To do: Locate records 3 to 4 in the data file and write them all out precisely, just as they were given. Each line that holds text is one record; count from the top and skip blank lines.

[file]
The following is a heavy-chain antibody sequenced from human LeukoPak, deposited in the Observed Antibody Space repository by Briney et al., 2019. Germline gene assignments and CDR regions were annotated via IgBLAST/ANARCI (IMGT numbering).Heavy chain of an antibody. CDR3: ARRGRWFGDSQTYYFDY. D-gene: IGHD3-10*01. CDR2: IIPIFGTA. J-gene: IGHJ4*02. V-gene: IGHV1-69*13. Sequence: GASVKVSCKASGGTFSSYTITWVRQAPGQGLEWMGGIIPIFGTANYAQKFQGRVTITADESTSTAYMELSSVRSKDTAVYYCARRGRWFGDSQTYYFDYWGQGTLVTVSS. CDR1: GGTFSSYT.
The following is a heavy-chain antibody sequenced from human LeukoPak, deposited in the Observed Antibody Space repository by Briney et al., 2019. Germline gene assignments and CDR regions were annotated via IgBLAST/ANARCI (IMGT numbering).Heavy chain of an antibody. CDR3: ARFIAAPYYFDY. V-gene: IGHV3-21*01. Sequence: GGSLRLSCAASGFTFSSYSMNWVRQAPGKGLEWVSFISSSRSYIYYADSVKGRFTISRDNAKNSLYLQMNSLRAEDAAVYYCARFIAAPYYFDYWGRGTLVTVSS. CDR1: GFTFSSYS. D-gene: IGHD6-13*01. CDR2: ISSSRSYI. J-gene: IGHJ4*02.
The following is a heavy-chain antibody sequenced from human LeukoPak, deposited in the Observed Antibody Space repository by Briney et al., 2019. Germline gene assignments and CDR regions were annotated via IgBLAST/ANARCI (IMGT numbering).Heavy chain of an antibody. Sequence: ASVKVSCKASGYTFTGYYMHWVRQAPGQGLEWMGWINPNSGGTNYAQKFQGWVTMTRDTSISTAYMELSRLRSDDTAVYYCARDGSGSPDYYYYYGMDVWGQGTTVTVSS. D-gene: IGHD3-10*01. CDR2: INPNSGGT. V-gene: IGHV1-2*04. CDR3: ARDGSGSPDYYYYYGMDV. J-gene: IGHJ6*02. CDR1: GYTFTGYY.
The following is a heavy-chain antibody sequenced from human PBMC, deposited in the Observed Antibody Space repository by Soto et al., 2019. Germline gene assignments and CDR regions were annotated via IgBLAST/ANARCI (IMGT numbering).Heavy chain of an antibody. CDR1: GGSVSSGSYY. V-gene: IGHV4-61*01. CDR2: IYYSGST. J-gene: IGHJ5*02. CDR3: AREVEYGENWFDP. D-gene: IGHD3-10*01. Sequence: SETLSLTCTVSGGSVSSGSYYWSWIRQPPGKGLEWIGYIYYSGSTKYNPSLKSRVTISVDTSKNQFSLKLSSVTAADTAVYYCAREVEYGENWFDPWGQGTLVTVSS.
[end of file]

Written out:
The following is a heavy-chain antibody sequenced from human LeukoPak, deposited in the Observed Antibody Space repository by Briney et al., 2019. Germline gene assignments and CDR regions were annotated via IgBLAST/ANARCI (IMGT numbering).Heavy chain of an antibody. Sequence: ASVKVSCKASGYTFTGYYMHWVRQAPGQGLEWMGWINPNSGGTNYAQKFQGWVTMTRDTSISTAYMELSRLRSDDTAVYYCARDGSGSPDYYYYYGMDVWGQGTTVTVSS. D-gene: IGHD3-10*01. CDR2: INPNSGGT. V-gene: IGHV1-2*04. CDR3: ARDGSGSPDYYYYYGMDV. J-gene: IGHJ6*02. CDR1: GYTFTGYY.
The following is a heavy-chain antibody sequenced from human PBMC, deposited in the Observed Antibody Space repository by Soto et al., 2019. Germline gene assignments and CDR regions were annotated via IgBLAST/ANARCI (IMGT numbering).Heavy chain of an antibody. CDR1: GGSVSSGSYY. V-gene: IGHV4-61*01. CDR2: IYYSGST. J-gene: IGHJ5*02. CDR3: AREVEYGENWFDP. D-gene: IGHD3-10*01. Sequence: SETLSLTCTVSGGSVSSGSYYWSWIRQPPGKGLEWIGYIYYSGSTKYNPSLKSRVTISVDTSKNQFSLKLSSVTAADTAVYYCAREVEYGENWFDPWGQGTLVTVSS.